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Title: The Door to the Ghouls' Realm
Fandom: The Red Tree (Caitlin R. Kiernan)
Rating: PG-13
Length: 832
Content notes: Addendum of sorts to part of the story within a story; violence (implied and otherwise), blood, and weird doings among strange creatures; period specific unfavorable portrayal of Native Americans.
Author notes: Written for the "Doorway" challenge: the idea for this jumped out at me while I was reading the book itself; I'd gotten a bit stuck trying to come up with something to base off this prompt, so I took the chance in this. Be warned: there are dark doings ahead; it's inspired by Caitlin R. Kiernan, it's gonna be dark.
Summary: From Joseph Pearing Olney's diary, a fevered dream at the foot of the Red Tree.

From the journal of Joseph Pearing Olney

March 28th, 1921

My landlady's maiden sister has a loose but engaging tongue, and her tales keep the long evenings from growing dull. Of late, despite the advancing spring and the waning winter, the awakening plant life and the lengthening days, she has spoken at length of dark things, of a tree in Moosup Valley, close to a farm owned by the White family, where a number of horrors have been enacted. The savages of yore once gathered at the foot of this lone red oak, to enact their dances around the roots and to use the granite slab at the foot as a sacrificial altar. On this rough slab, they laid out their victims - a captive from a rival tribe, one of their bravest of warriors, or the most beautiful maiden in the clan - and with the strokes of a well-honed flint blade, would open the throats and slash the veins of the limbs to open them. The blood flowed out, crimsoning the surface of the slab before it flowed over the edge to dye the ground, the better to ensure a rich harvest and to appease their deities. The other boarders scoff at these tales, but I find myself wanting to see the tree for myself, with my own eyes. My fellow clerks at the granite work office have confirmed these tales, and Jessup has seen the tree for himself.

And so today, on this sunlit spring afternoon, armed with directions penned for me by Jessup and a few others, I drove out to Moosup. After some confusion and more than a few wrong turns, I found myself at the White farm, just before sundown. The master of the farm warned me to tread lightly in the pasture where the tree stands, for the bull does not care for visitors, even familiar ones.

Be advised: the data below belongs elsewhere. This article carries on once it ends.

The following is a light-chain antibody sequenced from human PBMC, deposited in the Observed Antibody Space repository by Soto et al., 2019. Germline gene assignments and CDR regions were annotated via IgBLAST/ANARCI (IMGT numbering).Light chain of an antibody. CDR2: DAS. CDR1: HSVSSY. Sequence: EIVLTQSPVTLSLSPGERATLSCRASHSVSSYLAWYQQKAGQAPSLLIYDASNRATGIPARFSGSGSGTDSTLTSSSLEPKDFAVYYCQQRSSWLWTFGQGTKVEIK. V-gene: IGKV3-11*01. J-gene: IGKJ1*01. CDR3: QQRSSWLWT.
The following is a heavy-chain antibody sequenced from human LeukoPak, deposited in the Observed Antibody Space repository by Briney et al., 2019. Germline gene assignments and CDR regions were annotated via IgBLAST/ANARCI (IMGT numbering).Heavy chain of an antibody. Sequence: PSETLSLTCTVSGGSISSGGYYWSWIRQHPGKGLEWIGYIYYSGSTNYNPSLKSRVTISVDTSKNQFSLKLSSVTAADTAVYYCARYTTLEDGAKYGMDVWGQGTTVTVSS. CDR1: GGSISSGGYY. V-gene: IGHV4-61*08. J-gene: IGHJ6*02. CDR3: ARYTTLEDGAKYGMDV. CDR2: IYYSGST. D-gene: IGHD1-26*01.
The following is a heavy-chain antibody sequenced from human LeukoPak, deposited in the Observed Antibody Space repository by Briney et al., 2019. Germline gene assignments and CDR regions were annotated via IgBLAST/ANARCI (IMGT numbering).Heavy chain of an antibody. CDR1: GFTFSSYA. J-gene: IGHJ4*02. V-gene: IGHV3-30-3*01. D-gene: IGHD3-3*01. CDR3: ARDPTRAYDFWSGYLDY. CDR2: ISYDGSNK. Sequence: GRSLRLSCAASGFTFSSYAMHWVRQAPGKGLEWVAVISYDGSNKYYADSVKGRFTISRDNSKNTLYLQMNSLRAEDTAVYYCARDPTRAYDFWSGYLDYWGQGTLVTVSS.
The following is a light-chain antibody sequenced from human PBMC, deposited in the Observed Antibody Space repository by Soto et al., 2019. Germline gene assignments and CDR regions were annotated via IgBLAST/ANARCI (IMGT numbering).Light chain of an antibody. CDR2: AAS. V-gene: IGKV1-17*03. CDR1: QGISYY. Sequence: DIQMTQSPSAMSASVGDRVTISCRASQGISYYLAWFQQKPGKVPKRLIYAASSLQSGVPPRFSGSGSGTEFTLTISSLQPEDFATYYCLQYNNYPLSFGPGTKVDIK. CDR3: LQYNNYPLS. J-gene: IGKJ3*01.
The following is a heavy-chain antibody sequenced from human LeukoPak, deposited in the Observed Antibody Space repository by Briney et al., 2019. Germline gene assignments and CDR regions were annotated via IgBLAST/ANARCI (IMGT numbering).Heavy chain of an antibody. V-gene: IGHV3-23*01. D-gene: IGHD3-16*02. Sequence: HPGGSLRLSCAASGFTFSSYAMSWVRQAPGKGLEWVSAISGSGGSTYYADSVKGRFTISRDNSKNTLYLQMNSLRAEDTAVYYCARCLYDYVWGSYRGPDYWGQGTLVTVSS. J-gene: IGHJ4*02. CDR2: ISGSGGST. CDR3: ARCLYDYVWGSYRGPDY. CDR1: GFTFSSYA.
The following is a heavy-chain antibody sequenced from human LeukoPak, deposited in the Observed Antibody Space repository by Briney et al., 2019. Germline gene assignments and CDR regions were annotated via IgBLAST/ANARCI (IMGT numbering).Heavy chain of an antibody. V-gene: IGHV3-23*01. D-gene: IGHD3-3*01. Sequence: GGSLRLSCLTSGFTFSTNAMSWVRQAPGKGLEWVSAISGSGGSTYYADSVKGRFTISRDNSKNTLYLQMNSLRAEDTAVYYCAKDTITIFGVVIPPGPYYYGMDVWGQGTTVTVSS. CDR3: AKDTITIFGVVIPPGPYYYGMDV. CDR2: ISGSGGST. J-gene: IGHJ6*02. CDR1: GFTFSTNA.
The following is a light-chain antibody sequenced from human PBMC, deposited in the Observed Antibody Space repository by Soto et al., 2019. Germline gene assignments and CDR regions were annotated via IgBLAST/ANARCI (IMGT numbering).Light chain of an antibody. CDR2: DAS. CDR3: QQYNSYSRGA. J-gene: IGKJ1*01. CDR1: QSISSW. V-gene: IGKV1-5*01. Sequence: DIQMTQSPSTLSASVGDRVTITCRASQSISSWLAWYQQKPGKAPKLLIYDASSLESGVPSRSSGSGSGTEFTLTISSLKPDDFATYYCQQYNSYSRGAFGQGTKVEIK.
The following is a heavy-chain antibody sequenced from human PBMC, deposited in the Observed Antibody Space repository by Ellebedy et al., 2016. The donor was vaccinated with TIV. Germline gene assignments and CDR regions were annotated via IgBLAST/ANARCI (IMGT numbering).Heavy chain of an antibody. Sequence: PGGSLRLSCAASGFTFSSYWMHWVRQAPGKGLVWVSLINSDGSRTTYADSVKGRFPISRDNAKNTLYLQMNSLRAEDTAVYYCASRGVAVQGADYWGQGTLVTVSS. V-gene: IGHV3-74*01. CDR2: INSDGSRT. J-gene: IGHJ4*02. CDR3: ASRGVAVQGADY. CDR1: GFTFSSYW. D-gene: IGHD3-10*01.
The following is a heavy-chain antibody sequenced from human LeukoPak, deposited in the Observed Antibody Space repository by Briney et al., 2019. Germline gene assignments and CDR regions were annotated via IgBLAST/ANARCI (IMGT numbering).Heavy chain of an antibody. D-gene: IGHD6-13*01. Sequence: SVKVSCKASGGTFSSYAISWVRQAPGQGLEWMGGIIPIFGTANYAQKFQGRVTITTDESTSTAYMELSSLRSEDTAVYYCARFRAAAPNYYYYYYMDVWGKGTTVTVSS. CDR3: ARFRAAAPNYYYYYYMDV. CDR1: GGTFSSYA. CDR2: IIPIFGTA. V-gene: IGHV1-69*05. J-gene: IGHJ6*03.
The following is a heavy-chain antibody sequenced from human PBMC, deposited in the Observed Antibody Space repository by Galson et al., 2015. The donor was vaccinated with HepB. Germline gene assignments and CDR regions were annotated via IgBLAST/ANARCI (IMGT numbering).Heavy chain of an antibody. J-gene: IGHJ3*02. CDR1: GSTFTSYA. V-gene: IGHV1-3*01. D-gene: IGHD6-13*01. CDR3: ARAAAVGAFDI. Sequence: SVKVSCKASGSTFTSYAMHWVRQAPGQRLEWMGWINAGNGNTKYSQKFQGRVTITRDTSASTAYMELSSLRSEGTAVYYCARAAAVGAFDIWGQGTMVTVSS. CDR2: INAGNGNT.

The cattle did not trouble me, though I had to tread carefully so as not to stain my shoes with their leavings. At length, I stood before the tree, gazing up into the branches, then down to the slab at the foot, the roots embracing it. I swore that I could sense the very lives of the sacrificial victims, that I could hear their screams and smell the copper tang of their blood. I sank down on my knees, my hand reaching for the stone as if by its own volition.

Perhaps I swooned or perhaps I truly saw it, but as I knelt there, the stone seemed to sink down and swing inward like a door opened from within. Sounds like the growls of wild beasts intermingled with barely human voices rose from the depths, speaking with guttural accents, chanting in a fiendish tongue I could not identify as any human language. Above them, I heard a human voice cry out in mingled fear and pain and ecstasy: the voice of Bettina, my lost love. I threw myself into the void, falling several feet before hitting packed soil below.

I lay within a ring of torchlight, which lit up the shadowed forms of a mob of creatures, things with the forms of humans as if born of wolves or wolves born of humans, with canine ears or snouts, with hairy skins or hands like claws. Some gnashed their jaws at me, while others crouched ready to spring on me. Behind them, several figures found among themselves, snapping and biting at each other while others pulled each other down in fierce couplings.

One especially large figure, with eyes of fire in the head of a wolf and the wrinkled dugs of an older woman leaned over me, black lips curled back from yellowed fangs. "Why are you here, little morsel?" she said.

I sputtered some reply, which did not meet to the creature's satisfaction, for the cluster of horrors moved closer, as if summoned by some hidden sign.

Then her voice rang out, my love's clear tone, crying out about the animal snarls, she calling out my name, making the beasts turn their heads as if they knew not which to attack first, she or I.

"So you are what holds her back, what keeps her from giving herself to us?" the creature which hovered over me rasped. "Very well, you may have her returned to you, but for a price." And she named it, a payment which I must render every month, in the only kind of coin they would accept.

. . . I came to myself lying atop the slab, as if the creatures had placed me on it before it rose back to the sunlit world. And now it was night, not just the night that blotted out the sky, but night within my soul as well, for I had agreed to bring them the heads and hands and hearts of human women and girls, till it pleased the ghouls to let my true love's soul free that she might return to my side...


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